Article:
• @SovereignSun -- or try a colon? "She told him: in her dream, her husband would..." (if there isn't a pause there, you could put one there. Think along the lines of: "She told him... in her dream, her husband" or "She told him-- in her dream, her husband"). Just take half a breath before the word "in", and you can see how the pause can be helpful in separating a couple of thoughts. – TOOGAM May 5 '17 at 2:08
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While we get your meaning, neither sounds right to this native speaker of American English. Looking at the following variations below, it seems necessary to convey that the story the character retold occurred in the context of a dream; that is, the events she recounts took place within the dream.

  • She told him of a dream wherein her husband bought her a pair of diamond earrings. @JoeDark

  • She told him of a dream [she had] in which her husband would buy her a pair of diamond earrings.

  • She told him of a dream [she had] within which her husband would buy her a pair of diamond earrings.

...and if nothing sounds right, a writer can always restructure the sentence:

  • She dreamed [had dreamt] she would receive a pair of diamond earrings from her husband, and she shared this with him.
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Here dream seems to mean "fervent wish", not the sleepy kind of dream, since the verb is would buy. Though it's not clear who him is. If "him" is intended to be the husband, and not another man, then the sentence has problems.

Let's rewrite the sentence with wish instead and assume that "him" is not her husband but someone else:

She told him her wish, that her husband would buy her a pair of diamond earrings.

That's idiomatic.

She told him her wish, which was that her husband would buy her a pair of diamond earrings.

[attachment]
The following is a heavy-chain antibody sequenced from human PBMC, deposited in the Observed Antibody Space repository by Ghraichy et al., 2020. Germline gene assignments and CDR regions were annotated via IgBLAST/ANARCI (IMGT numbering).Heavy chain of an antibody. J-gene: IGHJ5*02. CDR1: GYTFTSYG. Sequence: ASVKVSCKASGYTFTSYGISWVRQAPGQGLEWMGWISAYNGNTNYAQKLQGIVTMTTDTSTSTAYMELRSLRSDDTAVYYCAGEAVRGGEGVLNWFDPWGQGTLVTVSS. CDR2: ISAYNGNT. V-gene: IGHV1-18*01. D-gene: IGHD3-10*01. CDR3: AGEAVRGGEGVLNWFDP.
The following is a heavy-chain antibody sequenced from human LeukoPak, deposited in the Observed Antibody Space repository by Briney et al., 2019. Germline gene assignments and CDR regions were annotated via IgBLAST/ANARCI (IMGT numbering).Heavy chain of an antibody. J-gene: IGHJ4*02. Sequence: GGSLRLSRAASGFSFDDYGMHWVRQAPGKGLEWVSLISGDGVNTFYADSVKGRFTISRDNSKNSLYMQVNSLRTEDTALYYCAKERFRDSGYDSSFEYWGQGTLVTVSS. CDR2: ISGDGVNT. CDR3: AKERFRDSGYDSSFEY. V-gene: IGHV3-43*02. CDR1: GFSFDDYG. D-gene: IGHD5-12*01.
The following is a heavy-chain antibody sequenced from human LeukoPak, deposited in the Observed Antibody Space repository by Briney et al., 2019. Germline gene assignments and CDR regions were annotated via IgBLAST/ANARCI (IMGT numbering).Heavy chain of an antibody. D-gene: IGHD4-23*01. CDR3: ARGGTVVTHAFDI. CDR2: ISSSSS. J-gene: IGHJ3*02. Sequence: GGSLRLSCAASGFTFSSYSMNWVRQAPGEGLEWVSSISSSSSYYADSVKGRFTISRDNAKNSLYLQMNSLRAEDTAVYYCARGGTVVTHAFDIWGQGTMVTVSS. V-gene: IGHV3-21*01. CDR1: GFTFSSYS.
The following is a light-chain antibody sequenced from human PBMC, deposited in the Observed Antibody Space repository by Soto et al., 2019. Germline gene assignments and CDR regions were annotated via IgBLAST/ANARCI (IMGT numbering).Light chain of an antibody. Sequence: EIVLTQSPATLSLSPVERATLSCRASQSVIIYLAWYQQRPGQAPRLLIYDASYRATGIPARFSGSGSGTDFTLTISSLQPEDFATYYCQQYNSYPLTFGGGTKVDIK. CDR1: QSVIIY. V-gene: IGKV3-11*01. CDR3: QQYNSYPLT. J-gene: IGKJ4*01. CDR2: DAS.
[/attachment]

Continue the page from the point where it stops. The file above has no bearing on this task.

That's also idiomatic. "that was that" is awkward so I've changed it to "which".

Now let's make "him" her husband.

She told her husband her wish, that he would buy her a pair of diamond earrings.

You could also say:

She told her husband that she wished he would buy her a pair of diamond earrings.

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If the dreamer in the sentence has multiple dreams, and one of those dreams is that her husband would buy her a pair of diamond earrings, and she tells a third person that particular dream, then the wording you gave in option 1 is perfectly fine:

She told him [the third person] her dream that her husband would buy her a pair of diamond earrings.

If, on the other hand, the dreamer has only one dream (or only one dream that recurs or that she considers especially important)—namely, that her husband would buy her a pair of diamond earrings—and she tells a third person that dream, then you could indicate the uniqueness or importance of the dream by making the part of the sentence following "She told him her dream" an independent clause (rather than a dependent one):

She told him [the third person] her dream, which was that her husband would buy her a pair of diamond earrings.

And just to muddy the waters further, you could express the same sense of the dream's importance to the woman by altering the sentence as follows:

She told him [the third person] that her dream was that her husband would buy her a pair of diamond earrings.

In no case, however, can I think of a circumstance where the wording you give as option 2

She told him [the third person] her dream that was that her husband would buy her a pair of diamond earrings.

—would be preferable (or even as good as) one of the three options noted elsewhere in this answer.